I am an Assistant Professor of Computer Science at Middlebury College. Before joining Middlebury, I received my PhD and SM in Aeronautics and Astronautics at MIT, working with Bob Haimes and David Darmofal on four-dimensional mesh adaptation. Before that, I studied Mechanical Engineering at McGill University, where I also worked with Siva Nadarajah on aerodynamic shape optimization.
Term | Class |
---|---|
Fall 2021 | CSCI 0200: Math Foundations for Computing |
Fall 2021 | CSCI 0461: Computer Graphics |
Spring 2021 | CSCI 0145: Introduction to Computing |
Winter 2021 | CSCI 0461: Computer Graphics |
Fall 2020 | CSCI 0200: Math Foundations for Computing |
Fall 2020 | CSCI 0701: Senior Seminar |
Spring 2020 | CSCI 0200: Math Foundations of Computing |
Fall 2019 | CSCI 0101: Introduction to Computing |
Fall 2019 | CSCI 0701: Senior Seminar |
Anisotropic mesh adaptation is important for accurately simulating physical phenomena at reasonable computational costs. This work is driven by the following questions. How can we construct four-dimensional meshes to support time-dependent three-dimensional numerical simulations? How can we adapt meshes about complex geometries? What about time-dependent geometry descriptions? How can we extend some of these techniques to meshes with billions of elements?
Ever since my first encounter with Voronoi diagrams, I thought they were beautiful. Then I found out that they naturally appear in nature (giraffe patterns, dragonfly wings, plant leaves, etc.) and I fell even more in love. From a computational geometry standpoint, there are several interesting problems. How do we compute restricted Voronoi diagrams in a dimension-independent manner? How do we construct dimension-independent anisotropic Voronoi diagrams? What if we want the dual Delaunay triangulation to conform to some input geometry description?
High-order numerical simulations around complex geometries require a curvilinear description of the mesh. Classical methods for creating these curvilinear meshes consist of computing the location of the interior mesh vertices from the displacement of the boundary ones, such that these boundary vertices lie on the true geometry. However, these methods are not guaranteed to produce a valid mesh, which would halt the simulation! Instead, can we use local mesh operators to produce curvilinear meshes directly and guarantee their validity? How might we visualize curvilinear meshes and high-order solution fields?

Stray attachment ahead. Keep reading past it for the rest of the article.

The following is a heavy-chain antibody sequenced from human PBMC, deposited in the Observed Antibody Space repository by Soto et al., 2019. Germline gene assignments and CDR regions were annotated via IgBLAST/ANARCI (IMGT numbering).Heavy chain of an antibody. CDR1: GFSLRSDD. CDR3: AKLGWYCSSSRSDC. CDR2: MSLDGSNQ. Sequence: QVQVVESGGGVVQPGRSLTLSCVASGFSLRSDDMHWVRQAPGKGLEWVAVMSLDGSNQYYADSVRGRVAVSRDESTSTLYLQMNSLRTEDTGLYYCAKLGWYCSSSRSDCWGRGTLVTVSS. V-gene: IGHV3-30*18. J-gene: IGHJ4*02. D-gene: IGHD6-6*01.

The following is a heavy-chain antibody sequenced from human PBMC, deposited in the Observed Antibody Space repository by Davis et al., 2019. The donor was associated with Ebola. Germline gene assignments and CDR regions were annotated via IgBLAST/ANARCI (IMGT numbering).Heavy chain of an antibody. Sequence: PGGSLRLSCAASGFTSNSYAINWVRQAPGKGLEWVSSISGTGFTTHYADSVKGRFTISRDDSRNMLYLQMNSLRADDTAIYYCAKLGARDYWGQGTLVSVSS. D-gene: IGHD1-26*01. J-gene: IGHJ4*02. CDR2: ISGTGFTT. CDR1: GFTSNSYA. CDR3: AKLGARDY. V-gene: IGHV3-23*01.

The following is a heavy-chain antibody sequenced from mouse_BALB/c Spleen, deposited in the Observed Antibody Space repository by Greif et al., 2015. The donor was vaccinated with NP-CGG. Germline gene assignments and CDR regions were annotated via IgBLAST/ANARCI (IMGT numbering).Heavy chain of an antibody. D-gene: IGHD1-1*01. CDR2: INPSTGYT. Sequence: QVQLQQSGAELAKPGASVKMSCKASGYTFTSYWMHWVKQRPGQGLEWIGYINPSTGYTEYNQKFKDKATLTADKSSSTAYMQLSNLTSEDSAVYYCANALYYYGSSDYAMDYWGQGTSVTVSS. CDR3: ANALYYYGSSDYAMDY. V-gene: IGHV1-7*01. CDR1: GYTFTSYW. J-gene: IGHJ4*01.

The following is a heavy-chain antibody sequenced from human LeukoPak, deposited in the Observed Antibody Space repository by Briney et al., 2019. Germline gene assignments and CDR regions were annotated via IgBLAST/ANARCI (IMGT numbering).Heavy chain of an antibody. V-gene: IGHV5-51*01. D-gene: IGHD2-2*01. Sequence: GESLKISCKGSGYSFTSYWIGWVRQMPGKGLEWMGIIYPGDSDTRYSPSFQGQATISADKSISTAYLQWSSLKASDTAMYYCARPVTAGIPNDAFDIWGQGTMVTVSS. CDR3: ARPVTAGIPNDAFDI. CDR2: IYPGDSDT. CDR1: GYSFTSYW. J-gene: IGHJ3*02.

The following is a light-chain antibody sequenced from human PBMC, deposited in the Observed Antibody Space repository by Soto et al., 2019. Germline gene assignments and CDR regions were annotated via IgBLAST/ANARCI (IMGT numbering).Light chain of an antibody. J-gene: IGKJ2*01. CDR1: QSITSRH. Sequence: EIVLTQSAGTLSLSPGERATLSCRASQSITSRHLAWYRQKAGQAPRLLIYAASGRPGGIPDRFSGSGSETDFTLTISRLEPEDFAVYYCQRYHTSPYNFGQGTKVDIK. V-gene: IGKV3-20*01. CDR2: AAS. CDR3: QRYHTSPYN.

For more information about current projects, please visit: go/philipresearch (Middlebury VPN required).
avro
is a meshing library that focuses on mesh adaptation, high-order mesh and solution visualization, and the computation of Voronoi diagrams.
Most of the algorithms are written in a dimension-independent manner (i.e. the same algorithm is used in 2d, 3d and 4d).
I started developing avro
in 2017, but rewrote (most of) it when I came to Middlebury in 2019.
It's named after the Avro Arrow CF-105, which I think has a really interesting history (it's actually what got me interested in aerospace engineering!).
@article{Caplan_2020_Four-dimensional_mesh_adaptation, author = "Caplan, Philip Claude and Haimes, Robert and Darmofal, David L.", title = "Higher-dimensional power diagrams for semi-discrete optimal transport", year = "2021", month = jun, journal = "29th International Meshing Roundtable", }
@article{Caplan_2020_Four-dimensional_mesh_adaptation, author = "Caplan, Philip Claude and Haimes, Robert, Darmofal, David L. and Marshall C. Galbraith", title = "Four-dimensional anisotropic mesh adaptation", year = "2020", month = nov, journal = "Computer-Aided Design", }
@phdthesis{Caplan2019_PhdThesis, author = "Caplan, Philip Claude", title = "Four-dimensional anisotropic mesh adaptation for spacetime numerical simulations", year = "2019", month = jun, school = "Massachusetts Institute of Technology", type = {{PhD} Thesis} }
@article{Caplan_2020_Four-dimensional_mesh_adaptation, author = {Opgenoord, Max M. J. and Caplan, Philip C.}, title = {Aerodynamic Design of the Hyperloop Concept}, journal = {AIAA Journal}, volume = {56}, number = {11}, pages = {4261-4270}, year = {2018}, doi = {10.2514/1.J057103}, URL = { https://doi.org/10.2514/1.J057103 } }
@inproceedings{Caplan_2018_IMR27, author = {Caplan, Philip Claude and Haimes, Robert and Roca, Xevi}, affiliation = {Massachusetts Institute of Technology}, title = {Isometric Embedding of Curvilinear Meshes Defined on {R}iemannian Metric Spaces}, booktitle = {Proceedings of the 27th International Meshing Roundtable}, editor = {}, publisher = {}, keyword = {}, pages = {}, year = {2018} }
@inproceedings{Caplan_2017_IMR26, author = {Caplan, Philip Claude and Haimes, Robert and Darmofal, David L. and Galbraith, Marshall C.}, affiliation = {Massachusetts Institute of Technology}, title = {Anisotropic Geometry-Conforming $d$-simplicial Meshing via Isometric Embeddings}, note = {26th International Meshing Roundtable}, journal = {Procedia Engineering}, editor = {}, volume = {203}, publisher = {Springer Berlin Heidelberg}, keyword = {Engineering}, pages = {141-153}, year = {2017} }